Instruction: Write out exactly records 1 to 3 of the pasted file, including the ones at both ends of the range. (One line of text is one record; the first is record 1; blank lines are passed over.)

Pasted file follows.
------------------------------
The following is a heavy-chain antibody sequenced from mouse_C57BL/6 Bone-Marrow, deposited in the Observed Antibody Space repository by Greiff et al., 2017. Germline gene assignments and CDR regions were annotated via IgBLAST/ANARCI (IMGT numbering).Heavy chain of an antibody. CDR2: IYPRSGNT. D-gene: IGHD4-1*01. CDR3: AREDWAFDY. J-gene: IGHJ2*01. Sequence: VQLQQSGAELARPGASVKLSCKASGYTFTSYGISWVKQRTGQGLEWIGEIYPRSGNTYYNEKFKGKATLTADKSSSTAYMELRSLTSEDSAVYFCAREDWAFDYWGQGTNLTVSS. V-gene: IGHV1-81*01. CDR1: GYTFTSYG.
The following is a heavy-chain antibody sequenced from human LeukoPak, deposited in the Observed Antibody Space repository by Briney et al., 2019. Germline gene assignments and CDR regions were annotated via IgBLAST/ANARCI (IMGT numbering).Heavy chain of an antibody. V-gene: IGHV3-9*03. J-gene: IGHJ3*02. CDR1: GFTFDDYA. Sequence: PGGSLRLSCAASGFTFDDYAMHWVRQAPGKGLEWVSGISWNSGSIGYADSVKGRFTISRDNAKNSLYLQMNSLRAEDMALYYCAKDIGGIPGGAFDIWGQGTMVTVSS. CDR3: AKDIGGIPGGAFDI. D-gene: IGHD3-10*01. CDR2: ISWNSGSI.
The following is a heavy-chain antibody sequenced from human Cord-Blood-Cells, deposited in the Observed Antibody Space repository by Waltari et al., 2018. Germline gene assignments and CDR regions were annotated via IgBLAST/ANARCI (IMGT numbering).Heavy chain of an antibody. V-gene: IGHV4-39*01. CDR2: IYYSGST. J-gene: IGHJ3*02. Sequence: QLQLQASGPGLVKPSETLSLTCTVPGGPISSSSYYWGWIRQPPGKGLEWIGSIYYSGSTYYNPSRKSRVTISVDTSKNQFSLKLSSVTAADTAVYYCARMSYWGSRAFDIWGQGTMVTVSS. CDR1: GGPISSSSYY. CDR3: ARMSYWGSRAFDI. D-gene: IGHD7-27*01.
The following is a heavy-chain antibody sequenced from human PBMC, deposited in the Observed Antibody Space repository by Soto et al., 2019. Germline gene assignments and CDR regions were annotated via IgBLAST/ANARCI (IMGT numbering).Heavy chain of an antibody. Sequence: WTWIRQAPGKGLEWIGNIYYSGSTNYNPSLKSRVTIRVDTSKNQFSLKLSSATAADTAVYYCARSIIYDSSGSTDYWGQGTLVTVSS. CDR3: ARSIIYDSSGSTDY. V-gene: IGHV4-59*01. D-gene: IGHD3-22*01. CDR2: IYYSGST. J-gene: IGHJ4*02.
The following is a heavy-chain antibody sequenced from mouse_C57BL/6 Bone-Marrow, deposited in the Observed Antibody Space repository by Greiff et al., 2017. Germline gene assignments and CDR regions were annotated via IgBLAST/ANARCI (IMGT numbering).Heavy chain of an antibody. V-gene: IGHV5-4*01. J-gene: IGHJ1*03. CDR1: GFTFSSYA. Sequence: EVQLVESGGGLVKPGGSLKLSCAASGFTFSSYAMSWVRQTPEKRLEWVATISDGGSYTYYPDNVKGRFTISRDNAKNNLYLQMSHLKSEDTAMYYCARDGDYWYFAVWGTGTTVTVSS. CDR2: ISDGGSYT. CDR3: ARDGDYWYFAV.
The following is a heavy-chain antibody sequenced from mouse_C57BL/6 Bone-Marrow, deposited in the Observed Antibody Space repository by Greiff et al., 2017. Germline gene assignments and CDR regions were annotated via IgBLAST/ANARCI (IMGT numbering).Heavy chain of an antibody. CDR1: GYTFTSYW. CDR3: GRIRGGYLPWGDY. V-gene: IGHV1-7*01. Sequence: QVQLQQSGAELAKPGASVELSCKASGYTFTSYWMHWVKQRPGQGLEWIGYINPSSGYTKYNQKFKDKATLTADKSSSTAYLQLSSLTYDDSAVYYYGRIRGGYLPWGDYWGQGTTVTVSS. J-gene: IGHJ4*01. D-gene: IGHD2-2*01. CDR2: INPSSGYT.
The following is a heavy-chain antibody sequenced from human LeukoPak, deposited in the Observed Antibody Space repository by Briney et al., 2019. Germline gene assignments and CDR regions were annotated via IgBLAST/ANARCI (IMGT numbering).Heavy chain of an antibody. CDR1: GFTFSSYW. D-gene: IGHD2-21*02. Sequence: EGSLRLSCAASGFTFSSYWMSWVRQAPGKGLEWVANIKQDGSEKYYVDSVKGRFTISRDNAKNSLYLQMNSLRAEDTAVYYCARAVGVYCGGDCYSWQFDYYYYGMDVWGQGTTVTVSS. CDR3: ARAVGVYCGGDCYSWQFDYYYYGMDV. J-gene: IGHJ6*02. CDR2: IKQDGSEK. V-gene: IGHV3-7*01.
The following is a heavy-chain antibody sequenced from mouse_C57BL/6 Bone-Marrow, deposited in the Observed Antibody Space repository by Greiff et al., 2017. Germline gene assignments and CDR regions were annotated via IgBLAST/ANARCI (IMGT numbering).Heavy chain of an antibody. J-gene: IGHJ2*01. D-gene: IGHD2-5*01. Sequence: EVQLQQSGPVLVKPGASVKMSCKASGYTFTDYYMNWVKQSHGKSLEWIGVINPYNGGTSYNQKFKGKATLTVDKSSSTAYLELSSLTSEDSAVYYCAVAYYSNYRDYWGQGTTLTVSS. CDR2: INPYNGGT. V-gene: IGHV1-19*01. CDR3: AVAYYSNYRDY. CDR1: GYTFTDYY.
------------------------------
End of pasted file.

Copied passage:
The following is a heavy-chain antibody sequenced from mouse_C57BL/6 Bone-Marrow, deposited in the Observed Antibody Space repository by Greiff et al., 2017. Germline gene assignments and CDR regions were annotated via IgBLAST/ANARCI (IMGT numbering).Heavy chain of an antibody. CDR2: IYPRSGNT. D-gene: IGHD4-1*01. CDR3: AREDWAFDY. J-gene: IGHJ2*01. Sequence: VQLQQSGAELARPGASVKLSCKASGYTFTSYGISWVKQRTGQGLEWIGEIYPRSGNTYYNEKFKGKATLTADKSSSTAYMELRSLTSEDSAVYFCAREDWAFDYWGQGTNLTVSS. V-gene: IGHV1-81*01. CDR1: GYTFTSYG.
The following is a heavy-chain antibody sequenced from human LeukoPak, deposited in the Observed Antibody Space repository by Briney et al., 2019. Germline gene assignments and CDR regions were annotated via IgBLAST/ANARCI (IMGT numbering).Heavy chain of an antibody. V-gene: IGHV3-9*03. J-gene: IGHJ3*02. CDR1: GFTFDDYA. Sequence: PGGSLRLSCAASGFTFDDYAMHWVRQAPGKGLEWVSGISWNSGSIGYADSVKGRFTISRDNAKNSLYLQMNSLRAEDMALYYCAKDIGGIPGGAFDIWGQGTMVTVSS. CDR3: AKDIGGIPGGAFDI. D-gene: IGHD3-10*01. CDR2: ISWNSGSI.
The following is a heavy-chain antibody sequenced from human Cord-Blood-Cells, deposited in the Observed Antibody Space repository by Waltari et al., 2018. Germline gene assignments and CDR regions were annotated via IgBLAST/ANARCI (IMGT numbering).Heavy chain of an antibody. V-gene: IGHV4-39*01. CDR2: IYYSGST. J-gene: IGHJ3*02. Sequence: QLQLQASGPGLVKPSETLSLTCTVPGGPISSSSYYWGWIRQPPGKGLEWIGSIYYSGSTYYNPSRKSRVTISVDTSKNQFSLKLSSVTAADTAVYYCARMSYWGSRAFDIWGQGTMVTVSS. CDR1: GGPISSSSYY. CDR3: ARMSYWGSRAFDI. D-gene: IGHD7-27*01.